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Giving Wing, Taking Flight : Exhilaration and anxiety go hand-in-hand when offspring strike out on their own. O.C.parents and kids say the change can be a fresh start for everyone.

September 14, 1993|JULIE BAWDEN DAVIS | SPECIAL TO THE TIMES

In many households, the start of college this month has been the turning point. The point when, after going it together for nearly two decades, parent and child go it on their own.

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It is a point that probably both parties have spent years looking forward to and at the same time dreading. Even when the move comes at a time both agree upon--the beginning of college being a mutually acceptable timetable in many homes--a mixture of emotions, from loss to exhilaration come into play.

Less certain timetables--say, when the child feels he or she has saved enough money or the parents feel they've been giving support long enough--can be fraught with additional emotions such as frustration and anger.

Whatever the specific circumstances of the move, it is an event of importance in the lives of both parents and offspring.

"If it's been a healthy parent-child relationship, parents will feel some sadness when a child moves away because the relationship is changing from a dependent one to an independent, coequal relationship," says Tustin marriage, family and child counselor Patrick DeMarco.

When they leave the security of home and venture out to care for themselves, young people will also feel some sadness and anxiety about their move.

How well a young person makes the transition out into the world has a lot to do with the parenting that has occurred before the move, says DeMarco. "If the parents encouraged independence, yet at the same time were supportive and emotionally accessible, the young person is likely to leave confident and prepared."

When the relationship has been positive, those going and those staying behind look forward to the move.

"Parents and young people themselves become excited about the future and what he or she will become involved with, in terms of career and relationships," says DeMarco. "This change also gives parents a chance to focus on their marriage and any personal goals they may have put aside during parenting."

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Although Cheryl Olivere of Anaheim Hills dreaded the move of her youngest daughter, Holly, to Cal State Chico, she has found that things are going more smoothly than she expected.

"Over the years I put a lot of thought and energy into my children, especially my youngest daughter, who was the last to leave and the only one at home for a few years. We were very close and shared a great deal," says Olivere, the 45-year-old mother of two children and two stepchildren. "When Holly left, I expected to have a huge void in my life, but it hasn't been that way."

Olivere has found that she's enjoying the time she now has. "It's nice and peaceful in the house, and I've got a lot more time to focus on the small business I've just started with a friend."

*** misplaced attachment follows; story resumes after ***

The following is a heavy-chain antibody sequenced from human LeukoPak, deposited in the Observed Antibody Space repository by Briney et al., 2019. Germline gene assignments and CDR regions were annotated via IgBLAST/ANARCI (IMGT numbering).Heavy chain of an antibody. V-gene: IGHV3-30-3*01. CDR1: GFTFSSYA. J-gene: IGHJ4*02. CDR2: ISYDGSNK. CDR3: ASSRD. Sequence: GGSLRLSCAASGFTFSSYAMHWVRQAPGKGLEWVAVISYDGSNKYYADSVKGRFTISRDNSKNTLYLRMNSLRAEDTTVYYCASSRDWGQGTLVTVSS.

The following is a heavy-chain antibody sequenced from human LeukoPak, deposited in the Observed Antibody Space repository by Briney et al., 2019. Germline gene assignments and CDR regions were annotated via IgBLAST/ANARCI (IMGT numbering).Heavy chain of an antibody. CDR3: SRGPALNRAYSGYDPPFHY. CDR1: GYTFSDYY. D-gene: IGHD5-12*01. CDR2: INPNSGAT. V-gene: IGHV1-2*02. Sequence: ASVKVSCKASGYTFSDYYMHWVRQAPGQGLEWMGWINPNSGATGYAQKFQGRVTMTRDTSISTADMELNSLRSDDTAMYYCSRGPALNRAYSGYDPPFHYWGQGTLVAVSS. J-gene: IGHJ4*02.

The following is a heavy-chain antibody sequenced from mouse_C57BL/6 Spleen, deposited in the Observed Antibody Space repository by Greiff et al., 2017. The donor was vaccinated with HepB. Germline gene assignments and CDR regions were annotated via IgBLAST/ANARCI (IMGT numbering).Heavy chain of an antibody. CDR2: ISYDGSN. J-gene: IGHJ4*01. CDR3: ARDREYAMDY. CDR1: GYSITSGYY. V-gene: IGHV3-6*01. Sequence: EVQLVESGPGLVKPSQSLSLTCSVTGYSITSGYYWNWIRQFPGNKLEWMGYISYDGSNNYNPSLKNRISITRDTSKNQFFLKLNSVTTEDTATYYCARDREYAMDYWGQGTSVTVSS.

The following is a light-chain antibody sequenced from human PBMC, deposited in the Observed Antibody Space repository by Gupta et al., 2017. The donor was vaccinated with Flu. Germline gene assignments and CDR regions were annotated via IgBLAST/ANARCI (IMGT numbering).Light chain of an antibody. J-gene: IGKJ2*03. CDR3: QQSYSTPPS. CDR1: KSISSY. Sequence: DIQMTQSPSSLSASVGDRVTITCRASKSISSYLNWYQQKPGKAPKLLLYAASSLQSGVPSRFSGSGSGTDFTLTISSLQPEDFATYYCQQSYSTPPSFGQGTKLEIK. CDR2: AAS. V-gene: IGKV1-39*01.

She is also savoring the alone time she now has with her husband, Jim. This is the first time since the couple married 13 years ago that they've been alone. The marriage was a second for both and involved combining families. He had two daughters ages 11 and 16 and she had Holly, then 5, and a son, 10.

"Now it's like we're in a honeymoon phase; I actually feel younger," says Olivere. "We're really enjoying our time together. There is a difference in the house knowing that no one will be running in and out. We truly have privacy now."

Jim Olivere, 51, a furniture manufacturer, says he's been looking forward to having all the kids out of the house for some time. "This has changed our lifestyle and is really the start of a new life for us," he says. "I'm ready for the quiet and privacy, and for the kids to be off on their own lives. I think I'll enjoy all the children more now when they come to visit. Absence does make the heart grow fonder."

Since she moved out a few weeks ago and has settled in a dorm room at school, the Olivere's daughter, Holly Bakarich, 18, has been surprised at how well her mother has adjusted to her leaving. "Mom was crying a lot before I left, and I thought she'd have a harder time adjusting, but she's doing OK. I thought she'd be calling me all the time, but I call her more."

Although Bakarich says she always planned on moving away to college and her parents taught her self-sufficiency by giving her a lot of freedom and responsibility to make her own decisions, she says she was "hit hard emotionally" the first week away from home.

"I've always been independent and done things like my own grocery shopping, but it's been a little overwhelming to take care of myself," she says. "Living on my own is harder than I thought it would be, and I miss my family."

Now that she is adjusting to life away from home, though, Bakarich says she's looking forward to getting involved in school programs. She plans on getting a teaching credential in math with a minor in art and says she likes the school's art department.

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RoxAnn Johnson, 43, has mixed emotions about seeing her only son, Rick, move from their home in Orange to his new apartment in Westwood so that he can attend UCLA this fall as a finance and economics major.

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